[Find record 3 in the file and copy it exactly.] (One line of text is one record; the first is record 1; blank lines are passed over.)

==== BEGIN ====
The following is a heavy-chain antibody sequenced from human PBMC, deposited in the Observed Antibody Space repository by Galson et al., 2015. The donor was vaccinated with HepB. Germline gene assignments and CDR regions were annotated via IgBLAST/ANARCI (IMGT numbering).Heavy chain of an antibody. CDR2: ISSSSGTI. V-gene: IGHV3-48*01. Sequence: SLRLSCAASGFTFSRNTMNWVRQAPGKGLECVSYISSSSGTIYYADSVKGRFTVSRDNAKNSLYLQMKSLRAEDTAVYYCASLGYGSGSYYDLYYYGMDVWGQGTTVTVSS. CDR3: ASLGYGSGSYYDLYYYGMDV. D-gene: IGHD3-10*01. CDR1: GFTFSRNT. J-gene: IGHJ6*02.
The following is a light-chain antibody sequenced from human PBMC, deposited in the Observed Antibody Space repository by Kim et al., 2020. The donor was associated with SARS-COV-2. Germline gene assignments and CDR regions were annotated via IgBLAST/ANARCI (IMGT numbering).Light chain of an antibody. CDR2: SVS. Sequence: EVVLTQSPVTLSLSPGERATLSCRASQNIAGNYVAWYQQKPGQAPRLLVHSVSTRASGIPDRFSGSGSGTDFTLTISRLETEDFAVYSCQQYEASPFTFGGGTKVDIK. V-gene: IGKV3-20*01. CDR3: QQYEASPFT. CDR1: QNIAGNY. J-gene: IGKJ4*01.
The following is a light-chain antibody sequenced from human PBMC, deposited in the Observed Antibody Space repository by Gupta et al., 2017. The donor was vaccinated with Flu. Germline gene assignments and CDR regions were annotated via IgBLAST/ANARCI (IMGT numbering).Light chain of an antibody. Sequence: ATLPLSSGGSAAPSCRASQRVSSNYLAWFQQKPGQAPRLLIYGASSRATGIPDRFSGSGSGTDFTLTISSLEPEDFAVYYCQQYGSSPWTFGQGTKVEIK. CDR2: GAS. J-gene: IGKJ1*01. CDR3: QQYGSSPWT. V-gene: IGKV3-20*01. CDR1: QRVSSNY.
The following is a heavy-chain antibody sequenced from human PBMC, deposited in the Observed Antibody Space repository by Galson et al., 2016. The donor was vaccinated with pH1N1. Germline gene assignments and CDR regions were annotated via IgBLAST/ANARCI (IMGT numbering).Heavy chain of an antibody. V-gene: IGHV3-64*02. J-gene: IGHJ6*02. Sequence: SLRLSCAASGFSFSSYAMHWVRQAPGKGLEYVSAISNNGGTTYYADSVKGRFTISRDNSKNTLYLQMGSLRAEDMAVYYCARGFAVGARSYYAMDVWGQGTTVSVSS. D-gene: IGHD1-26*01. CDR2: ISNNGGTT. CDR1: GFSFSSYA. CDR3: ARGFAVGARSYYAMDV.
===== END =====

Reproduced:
The following is a light-chain antibody sequenced from human PBMC, deposited in the Observed Antibody Space repository by Gupta et al., 2017. The donor was vaccinated with Flu. Germline gene assignments and CDR regions were annotated via IgBLAST/ANARCI (IMGT numbering).Light chain of an antibody. Sequence: ATLPLSSGGSAAPSCRASQRVSSNYLAWFQQKPGQAPRLLIYGASSRATGIPDRFSGSGSGTDFTLTISSLEPEDFAVYYCQQYGSSPWTFGQGTKVEIK. CDR2: GAS. J-gene: IGKJ1*01. CDR3: QQYGSSPWT. V-gene: IGKV3-20*01. CDR1: QRVSSNY.